We hid the pricing on this test treatment from Optimizely

We are able to see this because of an “exploit” that allows anyone to see what a site is testing if they are using the Optimizely testing software. Oh, the irony.
Venture Beat recently “revealed” this in an article. Those of us who use these tools have known about it for some time. It’s quite easy to decipher this test data.
Try dragging the following link to your browser bookmark bar.
Optimizely Spy
Now visit Optimizely and click on the bookmark to see what they are testing.

How is this possible?

Whenever we run a split test with Optimizely, the software uploads scripts and data into all of our visitors’ browsers to change the experience and track the results. Along with this is included not just the test our visitor is being entered into, but all of our tests for that account.
So it’s relatively easy to decipher this information and see what we’re testing.
Note that the snooper can’t see any actual results, just what kinds of things you’re testing.
We like this approach because it speeds up the delivery of tests. When we use one file with everything, it changes less frequently, and the file it can be cached on a content delivery network (CDN) specifically designed to deliver files faster.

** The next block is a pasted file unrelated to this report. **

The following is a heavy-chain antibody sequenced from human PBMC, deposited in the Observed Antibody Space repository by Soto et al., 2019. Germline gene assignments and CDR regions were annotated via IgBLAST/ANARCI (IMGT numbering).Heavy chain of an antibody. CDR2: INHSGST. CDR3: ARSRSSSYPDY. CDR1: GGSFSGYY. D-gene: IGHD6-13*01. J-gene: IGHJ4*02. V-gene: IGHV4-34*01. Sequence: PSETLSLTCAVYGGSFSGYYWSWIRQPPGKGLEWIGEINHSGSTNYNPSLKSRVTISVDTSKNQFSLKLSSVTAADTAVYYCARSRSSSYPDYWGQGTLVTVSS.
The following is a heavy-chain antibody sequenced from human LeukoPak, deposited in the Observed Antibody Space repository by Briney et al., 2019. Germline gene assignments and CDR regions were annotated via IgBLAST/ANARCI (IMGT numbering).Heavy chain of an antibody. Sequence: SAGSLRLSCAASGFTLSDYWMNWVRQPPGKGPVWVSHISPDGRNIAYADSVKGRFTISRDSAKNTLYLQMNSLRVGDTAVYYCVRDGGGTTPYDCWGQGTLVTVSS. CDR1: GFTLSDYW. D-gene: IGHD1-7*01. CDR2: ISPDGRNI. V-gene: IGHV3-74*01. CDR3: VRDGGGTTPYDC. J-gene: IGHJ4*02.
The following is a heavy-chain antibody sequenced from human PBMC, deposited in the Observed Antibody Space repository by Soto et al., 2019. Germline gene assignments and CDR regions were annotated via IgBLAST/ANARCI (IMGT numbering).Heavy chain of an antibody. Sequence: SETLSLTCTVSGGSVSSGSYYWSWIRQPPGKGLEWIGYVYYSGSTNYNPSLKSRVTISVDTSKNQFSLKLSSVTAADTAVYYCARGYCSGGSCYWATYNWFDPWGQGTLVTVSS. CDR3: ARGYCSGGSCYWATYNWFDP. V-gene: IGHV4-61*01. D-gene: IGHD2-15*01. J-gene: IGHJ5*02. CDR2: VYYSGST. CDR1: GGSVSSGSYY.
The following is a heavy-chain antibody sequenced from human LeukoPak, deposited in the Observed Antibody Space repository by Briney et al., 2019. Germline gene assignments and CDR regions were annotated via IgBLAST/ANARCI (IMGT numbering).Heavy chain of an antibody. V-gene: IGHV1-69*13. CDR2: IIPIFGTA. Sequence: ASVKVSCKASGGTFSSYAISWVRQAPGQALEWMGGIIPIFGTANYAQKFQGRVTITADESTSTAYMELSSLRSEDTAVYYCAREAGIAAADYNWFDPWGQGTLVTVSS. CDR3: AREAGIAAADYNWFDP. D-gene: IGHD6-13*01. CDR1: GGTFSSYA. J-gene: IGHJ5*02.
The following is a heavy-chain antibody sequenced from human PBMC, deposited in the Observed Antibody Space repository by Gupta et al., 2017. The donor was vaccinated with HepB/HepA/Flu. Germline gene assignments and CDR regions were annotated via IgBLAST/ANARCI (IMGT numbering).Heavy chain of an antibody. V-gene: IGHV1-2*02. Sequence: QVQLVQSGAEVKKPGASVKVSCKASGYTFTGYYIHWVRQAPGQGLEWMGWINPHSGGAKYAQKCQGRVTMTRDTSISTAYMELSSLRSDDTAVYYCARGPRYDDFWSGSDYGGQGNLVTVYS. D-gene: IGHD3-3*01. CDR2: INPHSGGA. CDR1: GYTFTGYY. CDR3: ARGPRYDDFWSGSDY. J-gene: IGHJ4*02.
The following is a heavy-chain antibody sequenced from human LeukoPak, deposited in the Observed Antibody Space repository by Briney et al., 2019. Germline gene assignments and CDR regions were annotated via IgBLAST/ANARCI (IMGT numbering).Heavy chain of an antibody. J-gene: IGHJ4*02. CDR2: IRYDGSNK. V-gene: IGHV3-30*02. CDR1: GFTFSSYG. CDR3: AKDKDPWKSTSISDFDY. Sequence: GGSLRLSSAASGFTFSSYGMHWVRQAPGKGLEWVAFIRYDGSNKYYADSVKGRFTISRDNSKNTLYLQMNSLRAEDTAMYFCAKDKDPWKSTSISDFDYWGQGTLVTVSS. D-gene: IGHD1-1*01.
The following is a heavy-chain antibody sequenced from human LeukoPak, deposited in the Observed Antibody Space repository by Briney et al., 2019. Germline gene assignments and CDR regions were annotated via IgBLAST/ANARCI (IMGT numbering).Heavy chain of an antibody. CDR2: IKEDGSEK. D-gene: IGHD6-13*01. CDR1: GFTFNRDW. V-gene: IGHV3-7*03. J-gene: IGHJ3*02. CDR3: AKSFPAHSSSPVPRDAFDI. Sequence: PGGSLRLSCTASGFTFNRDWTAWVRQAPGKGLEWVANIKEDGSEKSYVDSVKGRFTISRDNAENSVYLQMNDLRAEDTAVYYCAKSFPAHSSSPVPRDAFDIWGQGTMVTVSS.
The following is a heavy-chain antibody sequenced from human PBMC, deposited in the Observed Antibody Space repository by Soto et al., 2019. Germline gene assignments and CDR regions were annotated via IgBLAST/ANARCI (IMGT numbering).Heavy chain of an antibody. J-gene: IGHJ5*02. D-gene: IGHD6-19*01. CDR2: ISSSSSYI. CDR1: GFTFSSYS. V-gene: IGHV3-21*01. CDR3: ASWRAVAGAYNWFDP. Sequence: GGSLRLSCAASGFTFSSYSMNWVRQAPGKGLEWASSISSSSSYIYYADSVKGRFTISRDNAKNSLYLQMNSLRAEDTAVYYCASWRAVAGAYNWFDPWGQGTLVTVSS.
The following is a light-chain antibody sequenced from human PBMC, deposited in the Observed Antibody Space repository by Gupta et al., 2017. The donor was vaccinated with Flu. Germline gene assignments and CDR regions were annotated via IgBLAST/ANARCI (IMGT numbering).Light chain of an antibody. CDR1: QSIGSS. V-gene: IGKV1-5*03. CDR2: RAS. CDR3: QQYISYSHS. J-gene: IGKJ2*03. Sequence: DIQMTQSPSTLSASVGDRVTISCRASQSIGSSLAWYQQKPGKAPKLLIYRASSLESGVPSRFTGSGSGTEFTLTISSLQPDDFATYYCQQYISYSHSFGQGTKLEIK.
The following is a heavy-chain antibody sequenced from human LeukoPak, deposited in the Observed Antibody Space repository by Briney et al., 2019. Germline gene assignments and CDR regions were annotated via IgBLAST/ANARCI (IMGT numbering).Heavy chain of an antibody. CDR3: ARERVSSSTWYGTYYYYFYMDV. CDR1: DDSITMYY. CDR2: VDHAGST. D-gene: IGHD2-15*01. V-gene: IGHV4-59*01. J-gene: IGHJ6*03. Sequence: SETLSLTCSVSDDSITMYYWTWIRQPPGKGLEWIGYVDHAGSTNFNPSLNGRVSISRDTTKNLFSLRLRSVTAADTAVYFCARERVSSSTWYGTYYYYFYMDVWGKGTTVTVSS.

Faster tests mean more reliable tests.
Convert.com also uses this technique, though they take steps to obsure the test information.

Why Aren’t We More Concerned?

In a worst case scenario, a competitor can see what hypotheses you are testing. They can then test those same ideas and perhaps win more customers.
However, only a small percentage of sites are even testing, let alone stealing your tests. I did a quick survey of sites selling plastic surgery and cosmetic surgery who are spending at least $500 per month on search advertising.
Of 2,958 domains, only 33 had some form of split testing software installed, such as Optimizely. That’s just 1.1% of these domains. Furthermore, we know that some portion of these testing are not actually using the software they have installed.

Plastic and Costmetic Surgery Websites with Testing Software

Plastic and Cosmetic Surgery websites are missing a significant opportunity to get more patients. Source: SpyFu.com

Here’s another surprise. There are ninety-seven (97) domains in this space spending over $50,000 per month on search ads. Only five of them have A/B Testing software installed, only 5%.
If you’re in the plastic surgery space and are testing, you have a major advantage over your competitors. So, the odds of someone stealing your ideas are far outweighed by the gains you will see from testing.

Our Recommendation

We recommend that you continue to test using Optimizely unless your page contains sensitive information, such as price.
If you feel uncomfortable with your test information being publicly available, move to Convert Experiments for some protection. Another popular tool, Visual Website Optimizer, does not use this technique meaning past and future tests are safe from prying eyes. There are also a variety of other highly recommended AB testing tools available.